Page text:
My history of the first years of Subsurface Utility Engineering continues:

Last week we looked at events leading up to the Federal Highway Administration (FHWA) endorsing Subsurface Utility Engineering (SUE). Hurricane Hugo had slammed into the Carolinas in September 1989 and the FHWA Office of Engineering’s emergency relief position was vacant. Thus, it fell to Jim Overton, the Acting Chief for the Railroads, Utilities, and Programs Branch, to (a) respond to numerous inquiries; (b) review requests for ER funding; (c) prepare letters approving or denying the requests; and (d) much more. I helped Jim as best I could, but my greatest value to him was filling in for the secretary. I was the only one in the office that knew how to type and use the new typewriter with word processing capabilities and there were lots of memorandums and letters that needed to go out.

We were getting overwhelmed. Fortunately, help arrived. Jerry Poston arrived to take over as Branch Chief. He immediately jumped in to help Jim and to direct our team. Consequently, we got the job done in a timely manner and Jerry recommended Jim and me for an award.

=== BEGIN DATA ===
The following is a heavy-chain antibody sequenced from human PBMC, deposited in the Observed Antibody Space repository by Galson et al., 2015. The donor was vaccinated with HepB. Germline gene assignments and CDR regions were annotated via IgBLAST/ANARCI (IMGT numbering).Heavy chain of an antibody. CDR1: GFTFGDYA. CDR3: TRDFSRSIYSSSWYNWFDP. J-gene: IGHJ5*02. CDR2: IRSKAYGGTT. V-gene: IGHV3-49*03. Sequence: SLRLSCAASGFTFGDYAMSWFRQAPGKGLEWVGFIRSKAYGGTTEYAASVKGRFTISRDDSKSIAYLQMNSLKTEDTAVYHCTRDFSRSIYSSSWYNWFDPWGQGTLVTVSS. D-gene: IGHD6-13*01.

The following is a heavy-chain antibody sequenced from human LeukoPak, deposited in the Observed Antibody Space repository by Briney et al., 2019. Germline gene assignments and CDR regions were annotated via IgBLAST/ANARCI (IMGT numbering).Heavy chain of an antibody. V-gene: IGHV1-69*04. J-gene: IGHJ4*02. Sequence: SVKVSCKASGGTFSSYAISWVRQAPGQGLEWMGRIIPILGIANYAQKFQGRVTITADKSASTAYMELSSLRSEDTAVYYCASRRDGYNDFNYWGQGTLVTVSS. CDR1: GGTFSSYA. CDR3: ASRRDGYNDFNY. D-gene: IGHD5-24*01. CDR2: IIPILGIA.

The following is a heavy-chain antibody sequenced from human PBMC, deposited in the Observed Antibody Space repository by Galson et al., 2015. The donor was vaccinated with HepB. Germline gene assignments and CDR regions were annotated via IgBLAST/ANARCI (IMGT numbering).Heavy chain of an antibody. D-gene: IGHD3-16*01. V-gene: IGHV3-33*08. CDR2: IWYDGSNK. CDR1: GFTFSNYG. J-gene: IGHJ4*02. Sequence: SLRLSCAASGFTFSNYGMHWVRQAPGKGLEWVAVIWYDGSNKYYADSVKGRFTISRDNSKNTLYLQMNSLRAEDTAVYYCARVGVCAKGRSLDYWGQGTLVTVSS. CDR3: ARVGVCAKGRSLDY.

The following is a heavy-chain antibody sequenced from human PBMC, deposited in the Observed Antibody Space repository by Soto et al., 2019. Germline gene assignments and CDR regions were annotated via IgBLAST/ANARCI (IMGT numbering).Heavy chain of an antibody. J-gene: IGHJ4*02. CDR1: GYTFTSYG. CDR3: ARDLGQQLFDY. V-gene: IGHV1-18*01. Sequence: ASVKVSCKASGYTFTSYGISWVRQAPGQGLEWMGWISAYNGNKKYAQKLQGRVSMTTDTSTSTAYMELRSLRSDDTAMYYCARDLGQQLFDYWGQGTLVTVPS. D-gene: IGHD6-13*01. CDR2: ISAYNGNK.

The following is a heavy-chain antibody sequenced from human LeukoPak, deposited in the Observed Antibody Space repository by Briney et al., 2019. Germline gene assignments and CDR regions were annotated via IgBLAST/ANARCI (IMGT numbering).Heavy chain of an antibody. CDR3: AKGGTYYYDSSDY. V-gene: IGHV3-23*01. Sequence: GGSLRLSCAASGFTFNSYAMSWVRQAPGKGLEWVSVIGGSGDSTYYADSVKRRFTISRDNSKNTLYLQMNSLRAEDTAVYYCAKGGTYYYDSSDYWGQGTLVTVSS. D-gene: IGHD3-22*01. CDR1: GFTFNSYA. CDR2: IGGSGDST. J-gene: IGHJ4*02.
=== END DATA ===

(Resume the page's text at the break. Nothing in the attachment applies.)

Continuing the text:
I wish I had a picture of Jerry but so far have been unable to find one. He was always very quiet and unassuming with a ready smile and a twinkle in his eye, and he had more than his fair share of what the Army called “command presence.” He would sit in his office most of the day smoking cigarettes and working on various things, but his office door was always open if any of us worker bees with cubbyholes in the big outer room needed help. He would always stop what he was doing, turn away from his work, and give us his full attention. Jim Overton was like that too.
Jerry soon filled the vacant positions and hired a cracker-jack secretary named Cleo Dorsey to replace me. Cleo told me with a mischievous smile that I was never to touch her typewriter again, so I reluctantly went back to my old job. It sure gave me a greater appreciation for the work that Cleo and other secretaries have to do.

Jerry Poston, Jim Overton, and I had become a pretty close team while working on the emergency relief. About a year later Jerry came to my cubbyhole one day and told me he had decided to split the railroad and utilities job into two full-time positions and wanted Bob Winans to keep the railroad position and me to take the utilities position. I hesitated to do so but Jerry convinced me that it was a great opportunity. Not long after that, early in 1991, Jerry and Jim came to me and told me they had something they wanted me to do concerning a new practice being used by the Virginia DOT called Subsurface Utility Engineering.

We will talk about that more in my post next week.

Subsurface Utility Engineering FHWA